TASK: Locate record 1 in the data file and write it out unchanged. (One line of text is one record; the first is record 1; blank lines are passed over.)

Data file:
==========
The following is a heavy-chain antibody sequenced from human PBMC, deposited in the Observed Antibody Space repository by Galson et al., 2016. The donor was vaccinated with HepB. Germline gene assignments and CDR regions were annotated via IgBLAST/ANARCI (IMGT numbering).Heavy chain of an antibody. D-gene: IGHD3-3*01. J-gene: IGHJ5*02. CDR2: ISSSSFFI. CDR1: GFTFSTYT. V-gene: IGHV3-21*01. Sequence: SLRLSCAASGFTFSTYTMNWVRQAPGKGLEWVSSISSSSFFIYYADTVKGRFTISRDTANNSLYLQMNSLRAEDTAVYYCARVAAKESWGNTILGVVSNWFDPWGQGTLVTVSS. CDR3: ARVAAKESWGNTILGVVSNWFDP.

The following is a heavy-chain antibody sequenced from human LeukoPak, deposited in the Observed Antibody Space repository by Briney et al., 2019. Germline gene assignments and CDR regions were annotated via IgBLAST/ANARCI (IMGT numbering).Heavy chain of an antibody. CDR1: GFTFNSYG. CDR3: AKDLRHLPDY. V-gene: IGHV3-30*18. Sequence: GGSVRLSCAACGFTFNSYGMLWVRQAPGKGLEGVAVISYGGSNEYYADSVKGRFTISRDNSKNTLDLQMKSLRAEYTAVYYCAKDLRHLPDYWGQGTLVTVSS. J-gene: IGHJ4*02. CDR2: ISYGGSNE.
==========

The following is a heavy-chain antibody sequenced from human PBMC, deposited in the Observed Antibody Space repository by Galson et al., 2016. The donor was vaccinated with HepB. Germline gene assignments and CDR regions were annotated via IgBLAST/ANARCI (IMGT numbering).Heavy chain of an antibody. D-gene: IGHD3-3*01. J-gene: IGHJ5*02. CDR2: ISSSSFFI. CDR1: GFTFSTYT. V-gene: IGHV3-21*01. Sequence: SLRLSCAASGFTFSTYTMNWVRQAPGKGLEWVSSISSSSFFIYYADTVKGRFTISRDTANNSLYLQMNSLRAEDTAVYYCARVAAKESWGNTILGVVSNWFDPWGQGTLVTVSS. CDR3: ARVAAKESWGNTILGVVSNWFDP.